If you're shopping around for a keyboard, you'll find that no single type exists out there. Some, in terms of tone, features and functionality, are closer to digital pianos. Others, however, include features for adding and layering on extra voices plus recording, and often involve a general knowledge of music theory to get started.
For a primer of these different types:
Portable keyboards are just as they sound: extremely compact, often with a stand, and can be used on a simplified level for practicing and performing. Unlike larger and more complicated systems like workstations and arranger keyboards, portable models don't have a ton of recording and sampling features. As well, because these models often don't contain all 88 keys, they're also not a complete substitute for a digital piano.
What do you get with a portable keyboard? For one, these models, excluding any included stand, weigh less than 20 pounds, making them ideal for gigs. Secondly, portable keyboards have a smaller range, with usually no more than 61 keys, but they make up for that with build-in rhythms, voices and sounds, letting you layer on vocals, winds, strings, bells and organ tones. Yet, beyond adding these aspects, polyphony is often limited or restricted.
Many beginner keyboard players confuse this model with a workstation or synthesizer. To present a clearer picture, an arranger keyboard is geared toward individuals who frequently perform live and want the sound of a whole band but can't take a backing ensemble with them. As well, similar capabilities further prove to be a benefit for recording basic instrumentation. In turn, an arranger keyboard paves the way to the workstation's complexities for the aspiring songwriter.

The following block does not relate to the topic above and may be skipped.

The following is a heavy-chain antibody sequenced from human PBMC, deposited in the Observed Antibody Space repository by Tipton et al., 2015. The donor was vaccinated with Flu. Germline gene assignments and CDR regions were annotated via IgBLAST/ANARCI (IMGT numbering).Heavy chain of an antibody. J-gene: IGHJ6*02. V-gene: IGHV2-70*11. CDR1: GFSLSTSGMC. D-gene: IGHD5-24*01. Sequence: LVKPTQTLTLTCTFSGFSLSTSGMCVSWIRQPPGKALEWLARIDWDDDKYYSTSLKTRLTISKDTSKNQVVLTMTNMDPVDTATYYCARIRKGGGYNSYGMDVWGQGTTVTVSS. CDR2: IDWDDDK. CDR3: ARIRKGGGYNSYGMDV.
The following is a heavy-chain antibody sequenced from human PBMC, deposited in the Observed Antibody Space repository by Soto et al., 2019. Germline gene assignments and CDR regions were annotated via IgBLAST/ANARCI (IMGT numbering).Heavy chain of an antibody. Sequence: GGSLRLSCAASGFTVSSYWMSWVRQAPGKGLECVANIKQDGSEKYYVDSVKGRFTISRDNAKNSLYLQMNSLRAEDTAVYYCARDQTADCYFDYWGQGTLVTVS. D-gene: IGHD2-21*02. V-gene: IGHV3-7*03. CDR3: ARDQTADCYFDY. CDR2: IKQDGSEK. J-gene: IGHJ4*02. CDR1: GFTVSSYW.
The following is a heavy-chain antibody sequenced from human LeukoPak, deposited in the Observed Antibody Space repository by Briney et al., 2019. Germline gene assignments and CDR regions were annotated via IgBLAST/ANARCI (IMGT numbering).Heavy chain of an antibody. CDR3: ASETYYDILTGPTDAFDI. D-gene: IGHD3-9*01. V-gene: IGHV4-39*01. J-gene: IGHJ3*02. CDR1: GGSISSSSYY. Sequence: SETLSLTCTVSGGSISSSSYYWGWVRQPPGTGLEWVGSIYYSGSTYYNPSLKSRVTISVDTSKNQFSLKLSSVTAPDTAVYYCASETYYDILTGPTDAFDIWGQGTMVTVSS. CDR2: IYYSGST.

In general, an arranger keyboard gives you a full or nearly full lineup of keys, an expansive array of near-authentic instrument sounds, from piano to horns and guitar, and offers basic MIDI, MP3, and WAV editing capabilities. Overlapping with a synthesizer, a sequencer and even an arpeggiator may be part of an arranger keyboard's features. Yet, the sounds and functions are often out of the box, with few, if any, options for altering and manipulation.
Many will argue that a synthesizer itself isn't truly a keyboard, as it simply plays back tones. As well, many synths don't even include a set of keys. Rather, they're equipped with a menu and knobs for utilizing and incorporating specific sounds.
Yet, for the recording studio and live performances, synthesizers have an edge over traditional keyboards: the user can manipulate the sounds to suit the music, and oftentimes, the samples sound more authentic than what arranger and workstation keyboards provide.
Due to these factors, synthesizers are divided into creative devices, usually analog synths, for recording or altering existing sounds. Imitator devices, usually digital synths, reproduce sounds and don't have sampling and manipulation capabilities.
Realize that regardless of synthesizer type, the automated, chord-sensitive accompaniments of an arranger and workstation aren't present. Rather, the musician or producer often needs to work these out by hand and software. As well, for both recording studio and live use, having a set of speakers and a mixing console are often essential to reproduce your sounds.
Find Keyboards and Synthesizers at Alamo Music Center
Take your compositions and live performances up to a new level with the right keyboard or synthesizer from Alamo Music Center. If you're unsure about which instrument is best, our associates are thoroughly knowledgeable of all products and systems. As well, we offer no-interest, 48-month financing, plus extended warranties, on all purchases.